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PAR Says Accountability Program Faces Major Challenges

PAR Says Accountability Program Faces Major Challenges

Posted: 04/08/2003

Important decisions must be made this year that could reshape the state’s School and District Accountability Program, the Public Affairs Research Council (PAR) said in a report released today. The third in a series entitled “Close-up on Education Accountability” focused on three major areas of concern that must be resolved this year. “The demands of the new federal education act (No Child Left Behind), the state’s own ‘high stakes’ testing policy and the process for school reconstitution require important decisions and possible changes in the state accountability system this year,” PAR president Jim Brandt explained.

Louisiana has made or is making significant changes in its accountability program to accommodate the federal No Child Left Behind (NCLB) Act. These have included raising the bar for school performance, new tests, earlier sanctions, reporting sub-group performance and developing formal grade level expectations for every grade. The state is currently in the process of negotiating its accountability plan through the federal approval process. “The question now is whether the state can accommodate the remaining federal requirements and not lose the basic elements of its own program which have been implemented and generally accepted,” Brandt said.

A major sticking point is the NCLB demand that school performance be measured by sub-group performance. If a sub-group (racial, economic or ability level) fails, the school fails. Louisiana’s system has measured school performance based on the average of all students in the school. If the feds are inflexible, the number of schools with failing grades could rise substantially.

Another issue is the passing score on the high stakes LEAP tests scheduled to be raised from “Approaching Basic” to “Basic” in 2004. Based on recent test scores, roughly 40% of fourth-graders and half of all eighth-graders (70% and 80% in Orleans) could be expected to fail the spring 2004 tests. Some would pass a retest after summer school, but most would either repeat the grade or enter high school as an 8 1/2-grader.

The state Board of Elementary and Secondary Education (BESE) has postponed until later in the year making a decision on whether to delay raising the scores. An advisory committee has recommended a four year delay for eighth-graders. Other options are being considered as well. Those backing a delay argue that the “Basic” score is too high, the schedule was set arbitrarily, the cost of remediation and retention would be exorbitant and the delay would not lower standards or hamper the state from reaching the NCLB goal of having all students at the “Basic” level by 2013-14.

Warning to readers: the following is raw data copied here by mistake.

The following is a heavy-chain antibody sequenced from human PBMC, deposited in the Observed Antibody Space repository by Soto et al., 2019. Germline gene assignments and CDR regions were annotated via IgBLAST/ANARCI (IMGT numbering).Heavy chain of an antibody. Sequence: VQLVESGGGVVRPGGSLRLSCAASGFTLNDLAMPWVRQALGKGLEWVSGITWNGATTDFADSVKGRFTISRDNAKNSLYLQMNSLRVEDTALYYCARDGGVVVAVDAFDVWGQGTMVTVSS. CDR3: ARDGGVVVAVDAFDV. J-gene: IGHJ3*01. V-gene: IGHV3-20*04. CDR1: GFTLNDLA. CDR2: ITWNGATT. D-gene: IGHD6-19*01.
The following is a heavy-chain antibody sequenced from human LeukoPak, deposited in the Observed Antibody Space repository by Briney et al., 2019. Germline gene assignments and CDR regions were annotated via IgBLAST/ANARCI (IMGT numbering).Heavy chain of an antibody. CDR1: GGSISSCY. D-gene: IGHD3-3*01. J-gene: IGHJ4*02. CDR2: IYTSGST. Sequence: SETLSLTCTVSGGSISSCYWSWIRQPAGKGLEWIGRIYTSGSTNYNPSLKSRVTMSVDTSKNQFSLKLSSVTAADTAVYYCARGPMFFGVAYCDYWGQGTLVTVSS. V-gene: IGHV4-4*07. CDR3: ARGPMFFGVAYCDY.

Those objecting to the delay argue it would be a step backward from reform, that schools have had four years to prepare students for the higher standard and that the “Approaching Basic” level was created only as a temporary measure to initially avoid retaining as many students. A delay, they say, would continue social promotion for thousands of students and reduce the pressure on the schools to make improvement.

Voters may be given the opportunity to make a significant decision regarding the state’s ability to take a more forceful role in school reconstitution. Currently, if they fail to improve, as many as 23 schools could become subject to reconstitution this fall. The school district would have to draw up a reconstitution plan for the “Failed” schools which could require changing or replacing staff or redesignation as a magnet or charter school. However, the constitution prevents the state from taking charge of the school, giving that responsibility to a university or contracting with a private organization to administer the school. A proposed constitutional amendment to give the state this authority has been introduced in the current legislative session.

“The state should make every effort to combine the best elements of the federal and state accountability systems and voters should give the state authority to assume control of failing schools as an additional form of reconstitution,” Brandt concluded. “The decision on raising the passing grade on the ‘high stakes’ tests requires more conclusive evidence regarding the appropriateness of “Basic” as the cutoff score.”

A free copy of the report may be obtained by writing PAR at P. O. Box 14776, Baton Rouge, LA 70898-4776 or by calling (225) 926-8414. The report is also posted on PAR’s website at www.la-par.org.
For More Information Contact:
Jim Brandt – President
225 926-8414 (ext. 21)

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